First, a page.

An Opportunity for Personalized Medicine

Prescription and nonprescription medications need to be used with special caution in the older adult population because of the anticholinergic burden, age-related changes in pharmacokinetics, comorbid conditions, drug interactions, and more. Pharmacogenetic (PGx) testing provides additional insight into a patient’s individual drug metabolism profile. This insight can help healthcare providers develop a more patient-specific treatment plan.

For example, consider amitriptyline which has an ACB score of 3. Amitriptyline has specific dosage adjustments for CYP450 poor metabolizers. The FDA Table of Pharmacogenomic Biomarkers in Drug Labeling specifically cites “…poor metabolizers have higher than expected plasma concentrations of tricyclic antidepressants (TCAs) when given usual doses. Depending on the fraction of drug metabolized by CYP2D6, the increase in plasma concentration may be small, or quite large (8 fold increase in plasma AUC of the TCA)”.9

In addition, the Clinical Pharmacogenetics Implementation Consortium (CPIC) provides further dosing recommendations for TCAs based on CYP2D6 and CYP2C19 phenotype. According to the CPIC Guideline, amitriptyline use should be avoided in a 2D6 poor metabolizer but if use is warranted, consider a 50% reduction of the recommended starting dose.10

In order to help clinicians navigate the available pharmacogenetic guidelines, Genomind provides clinicians with access to GenMedPro™, an outstanding tool to help evaluate both gene-drug and drug-drug interactions, pharmacogenetic guideline recommendations, and alternative medication options, as appropriate.

GenMedPro™ can help providers be more informed before prescribing these drugs in older adults if there is additional risk (i.e. increased drug exposure). To learn more about GenMedPro™ or to request a demonstration from our PhD and PharmD experts, please utilize Genomind’s Clinician Portal.

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  1. Lieberman JA 3rd. Managing anticholinergic side effects [published correction appears in Prim Care Companion J Clin Psychiatry. 2012;14(1):PCC.12lcx01362]. Prim Care Companion J Clin Psychiatry. 2004;6(Suppl 2):20-23.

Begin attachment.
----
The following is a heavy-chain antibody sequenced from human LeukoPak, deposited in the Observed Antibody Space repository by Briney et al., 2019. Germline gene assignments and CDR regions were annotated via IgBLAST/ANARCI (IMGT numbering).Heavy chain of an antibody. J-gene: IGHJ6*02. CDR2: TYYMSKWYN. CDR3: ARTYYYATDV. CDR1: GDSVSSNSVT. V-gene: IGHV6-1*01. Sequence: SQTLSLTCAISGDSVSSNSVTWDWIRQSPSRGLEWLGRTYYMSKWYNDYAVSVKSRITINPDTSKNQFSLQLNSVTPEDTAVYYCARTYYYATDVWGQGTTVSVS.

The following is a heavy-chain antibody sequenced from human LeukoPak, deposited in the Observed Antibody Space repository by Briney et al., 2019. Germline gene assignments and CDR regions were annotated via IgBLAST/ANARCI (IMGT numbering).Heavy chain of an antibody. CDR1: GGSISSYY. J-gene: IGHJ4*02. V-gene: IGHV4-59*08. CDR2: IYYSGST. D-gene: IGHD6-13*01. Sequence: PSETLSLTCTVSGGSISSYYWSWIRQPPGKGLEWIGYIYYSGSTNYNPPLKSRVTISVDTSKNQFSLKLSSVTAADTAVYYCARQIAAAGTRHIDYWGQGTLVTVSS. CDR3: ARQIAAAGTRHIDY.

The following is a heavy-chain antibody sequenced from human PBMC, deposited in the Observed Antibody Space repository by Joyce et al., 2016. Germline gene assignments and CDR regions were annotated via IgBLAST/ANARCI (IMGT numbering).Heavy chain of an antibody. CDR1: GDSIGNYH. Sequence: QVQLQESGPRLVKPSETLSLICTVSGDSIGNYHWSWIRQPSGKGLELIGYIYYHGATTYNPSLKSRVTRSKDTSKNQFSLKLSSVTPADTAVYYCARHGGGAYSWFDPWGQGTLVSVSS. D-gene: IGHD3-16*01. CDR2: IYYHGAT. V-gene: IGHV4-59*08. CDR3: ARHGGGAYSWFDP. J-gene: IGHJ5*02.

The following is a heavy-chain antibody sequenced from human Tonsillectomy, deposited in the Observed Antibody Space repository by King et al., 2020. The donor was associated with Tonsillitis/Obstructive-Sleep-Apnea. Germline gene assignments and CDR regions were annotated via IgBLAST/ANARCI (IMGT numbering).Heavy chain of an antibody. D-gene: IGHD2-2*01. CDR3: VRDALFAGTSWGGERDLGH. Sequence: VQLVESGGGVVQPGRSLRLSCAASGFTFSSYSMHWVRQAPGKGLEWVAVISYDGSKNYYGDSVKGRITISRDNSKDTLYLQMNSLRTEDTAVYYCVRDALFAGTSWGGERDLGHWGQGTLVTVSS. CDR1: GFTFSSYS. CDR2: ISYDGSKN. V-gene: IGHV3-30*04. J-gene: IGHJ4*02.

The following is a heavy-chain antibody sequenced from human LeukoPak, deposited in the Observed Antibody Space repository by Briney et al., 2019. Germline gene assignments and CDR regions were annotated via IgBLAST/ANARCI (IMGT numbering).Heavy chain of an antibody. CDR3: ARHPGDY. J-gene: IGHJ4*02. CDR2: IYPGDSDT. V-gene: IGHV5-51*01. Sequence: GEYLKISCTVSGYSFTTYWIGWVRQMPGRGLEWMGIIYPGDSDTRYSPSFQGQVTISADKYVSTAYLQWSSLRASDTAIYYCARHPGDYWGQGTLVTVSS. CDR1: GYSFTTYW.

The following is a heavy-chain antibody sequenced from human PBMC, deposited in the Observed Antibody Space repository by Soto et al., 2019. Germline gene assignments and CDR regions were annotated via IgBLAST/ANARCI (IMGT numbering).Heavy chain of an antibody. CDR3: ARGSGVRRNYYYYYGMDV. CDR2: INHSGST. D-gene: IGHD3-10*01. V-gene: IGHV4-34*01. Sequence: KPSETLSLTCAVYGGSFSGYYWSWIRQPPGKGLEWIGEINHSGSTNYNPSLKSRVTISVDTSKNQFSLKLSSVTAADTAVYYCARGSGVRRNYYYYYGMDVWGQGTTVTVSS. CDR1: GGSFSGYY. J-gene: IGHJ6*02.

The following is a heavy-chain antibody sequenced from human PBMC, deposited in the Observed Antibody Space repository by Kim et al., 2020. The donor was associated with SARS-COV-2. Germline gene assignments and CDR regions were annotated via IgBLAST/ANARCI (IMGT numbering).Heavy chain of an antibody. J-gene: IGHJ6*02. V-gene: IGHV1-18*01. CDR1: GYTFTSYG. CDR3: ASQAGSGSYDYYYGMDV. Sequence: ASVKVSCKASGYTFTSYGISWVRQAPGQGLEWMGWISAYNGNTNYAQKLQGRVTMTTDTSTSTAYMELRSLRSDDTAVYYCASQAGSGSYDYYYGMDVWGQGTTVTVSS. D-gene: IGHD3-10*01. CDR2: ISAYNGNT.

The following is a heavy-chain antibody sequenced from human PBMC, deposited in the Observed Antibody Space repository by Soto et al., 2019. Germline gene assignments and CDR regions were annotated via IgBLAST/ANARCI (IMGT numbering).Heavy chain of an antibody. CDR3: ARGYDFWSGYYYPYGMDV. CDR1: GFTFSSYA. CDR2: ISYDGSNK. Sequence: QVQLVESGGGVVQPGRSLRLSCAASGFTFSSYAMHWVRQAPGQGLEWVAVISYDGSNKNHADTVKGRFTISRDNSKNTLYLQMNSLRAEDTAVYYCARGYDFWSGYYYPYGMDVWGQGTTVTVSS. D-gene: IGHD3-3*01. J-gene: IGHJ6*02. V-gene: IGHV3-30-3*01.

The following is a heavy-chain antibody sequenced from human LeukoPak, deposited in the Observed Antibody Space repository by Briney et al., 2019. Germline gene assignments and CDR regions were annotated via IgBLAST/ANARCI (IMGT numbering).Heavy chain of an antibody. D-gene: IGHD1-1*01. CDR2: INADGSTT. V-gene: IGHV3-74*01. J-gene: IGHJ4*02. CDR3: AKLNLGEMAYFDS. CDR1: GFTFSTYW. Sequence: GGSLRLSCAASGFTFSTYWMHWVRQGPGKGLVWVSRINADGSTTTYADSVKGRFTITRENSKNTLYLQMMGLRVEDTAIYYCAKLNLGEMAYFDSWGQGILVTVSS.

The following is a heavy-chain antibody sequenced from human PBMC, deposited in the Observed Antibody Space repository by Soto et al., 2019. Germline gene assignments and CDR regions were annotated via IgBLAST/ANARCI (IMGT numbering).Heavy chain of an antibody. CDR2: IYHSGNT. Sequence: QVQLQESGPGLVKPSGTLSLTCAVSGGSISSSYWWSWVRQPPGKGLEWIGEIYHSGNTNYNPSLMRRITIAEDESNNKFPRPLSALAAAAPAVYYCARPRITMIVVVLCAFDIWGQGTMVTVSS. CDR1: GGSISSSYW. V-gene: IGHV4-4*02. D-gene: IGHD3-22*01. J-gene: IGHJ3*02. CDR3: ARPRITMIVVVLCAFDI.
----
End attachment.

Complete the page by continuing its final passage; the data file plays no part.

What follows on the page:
2. Merriam-Webster. (n.d.). Anticholinergic. In dictionary.
  3. Ghossein N, Kang M, Lakhkar AD. Anticholinergic Medications. [Updated 2021 May 17]. In: StatPearls [Internet]. Treasure Island (FL): StatPearls Publishing; 2021 Jan-.
  4. By the 2019 American Geriatrics Society Beers Criteria® Update Expert Panel. American Geriatrics Society 2019 Updated AGS Beers Criteria® for Potentially Inappropriate Medication Use in Older Adults. J Am Geriatr Soc 2019;67(4):674-694.
  5. Salahudeen MS, Duffull S, & Nishtala PS. Anticholinergic burden quantified by anticholinergic risk scales and adverse outcomes in older people: a systematic review. BMC Geriatrics 2015; 25;15:31.
  6. Lisibach A, Benelli V, Ceppi MG, et al. Quality of anticholinergic burden scales and their impact on clinical outcomes: a systematic review. Eur J Clin Pharmacol 2021;77(2):147-162.
  7. Boustani M, Campbell N, Munger S, Maidment I, Fox C. Impact of anticholinergics on the aging brain: a review and practical application. Aging Health. 2008;4:311–320.
  8. Cebron Lipovec N, Jazbar J, Kos M. Anticholinergic Burden in Children, Adults and Older Adults in Slovenia: A Nationwide Database Study. Sci Rep. 2020;10(1):9337.
  9. US Food and Drug Administration. Table of Pharmacogenomic Biomarkers in Drug Labeling.
  10. Hicks JK, Sangkuhl K, Swen JJ, et al. Clinical pharmacogenetics implementation consortium guideline (CPIC) for CYP2D6 and CYP2C19 genotypes and dosing of tricyclic antidepressants: 2016 update. Clin Pharmacol Ther. 2017;102(1):37-44.

Note (title image): The Canadian Deprescribing Network, & Trimble And Currie. (n.d.). [Common Side Effects of Anticholinergic Medications]. WHAT YOU NEED TO KNOW ABOUT ANTICHOLINERGIC MEDICATIONS.